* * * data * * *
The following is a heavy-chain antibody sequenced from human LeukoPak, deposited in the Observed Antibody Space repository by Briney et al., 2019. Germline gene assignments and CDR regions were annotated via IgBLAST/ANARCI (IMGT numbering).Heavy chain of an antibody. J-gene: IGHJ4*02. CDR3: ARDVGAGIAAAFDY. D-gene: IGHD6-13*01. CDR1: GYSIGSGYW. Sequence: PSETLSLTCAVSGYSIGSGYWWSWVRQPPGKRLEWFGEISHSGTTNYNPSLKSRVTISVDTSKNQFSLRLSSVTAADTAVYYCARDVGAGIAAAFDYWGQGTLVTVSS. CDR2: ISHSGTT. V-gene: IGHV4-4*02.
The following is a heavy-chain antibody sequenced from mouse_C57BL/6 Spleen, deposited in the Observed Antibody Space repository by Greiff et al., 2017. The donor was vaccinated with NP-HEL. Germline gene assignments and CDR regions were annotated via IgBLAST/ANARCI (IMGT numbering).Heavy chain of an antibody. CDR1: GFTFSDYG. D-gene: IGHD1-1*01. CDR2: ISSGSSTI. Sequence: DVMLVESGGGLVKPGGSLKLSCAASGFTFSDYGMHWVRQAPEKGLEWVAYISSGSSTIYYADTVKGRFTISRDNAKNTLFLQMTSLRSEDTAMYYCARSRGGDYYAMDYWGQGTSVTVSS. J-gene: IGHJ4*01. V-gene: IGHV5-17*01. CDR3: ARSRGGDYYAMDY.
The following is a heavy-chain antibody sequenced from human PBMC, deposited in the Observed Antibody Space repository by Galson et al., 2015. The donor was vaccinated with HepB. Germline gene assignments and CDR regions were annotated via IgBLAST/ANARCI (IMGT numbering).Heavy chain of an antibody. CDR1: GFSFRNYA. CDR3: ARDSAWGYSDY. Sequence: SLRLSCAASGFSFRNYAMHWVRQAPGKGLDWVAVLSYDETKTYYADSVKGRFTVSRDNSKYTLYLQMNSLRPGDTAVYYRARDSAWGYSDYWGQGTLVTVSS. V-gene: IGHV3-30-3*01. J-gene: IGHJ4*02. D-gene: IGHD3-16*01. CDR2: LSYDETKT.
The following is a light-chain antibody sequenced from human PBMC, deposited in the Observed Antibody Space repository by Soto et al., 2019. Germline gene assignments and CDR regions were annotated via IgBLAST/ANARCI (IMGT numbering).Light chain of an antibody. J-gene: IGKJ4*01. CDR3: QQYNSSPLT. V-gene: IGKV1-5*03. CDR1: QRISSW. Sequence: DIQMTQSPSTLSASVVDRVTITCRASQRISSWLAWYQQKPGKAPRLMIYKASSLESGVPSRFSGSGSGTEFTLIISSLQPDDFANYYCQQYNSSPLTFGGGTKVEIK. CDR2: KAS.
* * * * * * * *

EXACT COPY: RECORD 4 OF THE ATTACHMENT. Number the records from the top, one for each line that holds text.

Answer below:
The following is a light-chain antibody sequenced from human PBMC, deposited in the Observed Antibody Space repository by Soto et al., 2019. Germline gene assignments and CDR regions were annotated via IgBLAST/ANARCI (IMGT numbering).Light chain of an antibody. J-gene: IGKJ4*01. CDR3: QQYNSSPLT. V-gene: IGKV1-5*03. CDR1: QRISSW. Sequence: DIQMTQSPSTLSASVVDRVTITCRASQRISSWLAWYQQKPGKAPRLMIYKASSLESGVPSRFSGSGSGTEFTLIISSLQPDDFANYYCQQYNSSPLTFGGGTKVEIK. CDR2: KAS.